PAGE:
The problem, and reactions to it, demonstrate the deep ecological illiteracy informing both sides of the debate. Groups that value the deer see them as a natural and beautiful part of the landscape. They are beautiful, and individually they are natural, but their populations are much higher than they would ever have been naturally. This is partially because of removal of predators (deer evolved to breed faster than the wolves and mountain lions could eat them) and partially because we have created so much high quality feeding habitat for them. Deer find the easiest and best food at forest edges, and because of human land use there is so much more forest edge than there has ever been before. Somebody or other, maybe Audubon, said that a squirrel could travel from Maine to Louisiana without ever having to come down from the trees. These were big trees with their leaves way up where deer can't reach, and very few breaks. The forests of the east are now young and fragmented; basically an all you can eat for the deer. And we can no longer rely on long snowy winters to cull deer populations every year. As a result, the effects that deer are having on the forest is very far from natural.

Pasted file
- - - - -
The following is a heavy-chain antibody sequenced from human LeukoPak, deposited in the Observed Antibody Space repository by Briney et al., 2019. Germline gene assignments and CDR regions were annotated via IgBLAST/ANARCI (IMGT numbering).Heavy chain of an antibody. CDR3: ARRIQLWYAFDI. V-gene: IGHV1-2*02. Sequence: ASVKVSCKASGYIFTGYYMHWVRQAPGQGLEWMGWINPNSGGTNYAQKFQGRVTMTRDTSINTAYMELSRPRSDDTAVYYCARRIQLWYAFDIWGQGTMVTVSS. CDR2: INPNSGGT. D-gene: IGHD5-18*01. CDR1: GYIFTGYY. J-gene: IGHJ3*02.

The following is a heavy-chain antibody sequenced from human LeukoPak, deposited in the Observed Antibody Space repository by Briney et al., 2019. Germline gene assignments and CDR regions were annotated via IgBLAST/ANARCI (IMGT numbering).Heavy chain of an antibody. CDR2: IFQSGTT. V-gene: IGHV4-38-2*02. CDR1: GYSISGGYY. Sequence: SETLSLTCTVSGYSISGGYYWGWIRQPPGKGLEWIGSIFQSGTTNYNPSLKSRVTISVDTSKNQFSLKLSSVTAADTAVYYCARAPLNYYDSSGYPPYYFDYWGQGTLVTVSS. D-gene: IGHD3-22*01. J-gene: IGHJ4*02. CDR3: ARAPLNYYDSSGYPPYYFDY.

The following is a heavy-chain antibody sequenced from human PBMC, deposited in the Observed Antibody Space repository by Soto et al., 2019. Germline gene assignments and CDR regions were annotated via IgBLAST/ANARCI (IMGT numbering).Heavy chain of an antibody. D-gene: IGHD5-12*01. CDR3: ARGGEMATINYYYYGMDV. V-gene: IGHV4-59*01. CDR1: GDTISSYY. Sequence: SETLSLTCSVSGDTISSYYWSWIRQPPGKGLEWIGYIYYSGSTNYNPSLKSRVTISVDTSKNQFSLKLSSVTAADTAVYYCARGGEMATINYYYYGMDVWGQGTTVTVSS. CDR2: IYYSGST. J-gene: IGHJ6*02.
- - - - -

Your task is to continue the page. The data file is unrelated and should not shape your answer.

Experiments with deer exclosures (basically large fenced areas, chosen randomly in the forest to see what happens without deer) are fairly unambiguous. I've seen these experiments first hand in the old growth forest of upper Michigan. Working for ecologist Dr. Kerry Woods the summer after I graduated from college, one of my tasks was to revisit exclosures he'd built three years earlier. Outside the exclosures, where the deer can get, extremely few seedlings make it. The forest has an open, park like feeling, no understory. The deer population is so dense everything gets mowed. Inside the exclosures, dense hedges of rapidly growing saplings compete for light, but any branch that reaches outside the enclosure is quickly nipped off. This forest that had never been cut by humans was being kept from replacing itself by the deer overpopulation. The same pattern is being found all over the north-east.

But if the people who see the deer as wonderful parts of nature are ignoring ecology, they are not alone. Those who see deer overpopulation as a problem generally ignore the same ecological facts. Governments organize huge one time culls in limited areas, and are then surprised when deer from next door are attracted by the unexploited greenery. Deer populations with plenty of food and few predators can double every two years or so. Shoot 1500 out of 2000 deer in your county and four years later you are back where you started, even if you don't have deer moving in from adjoining counties.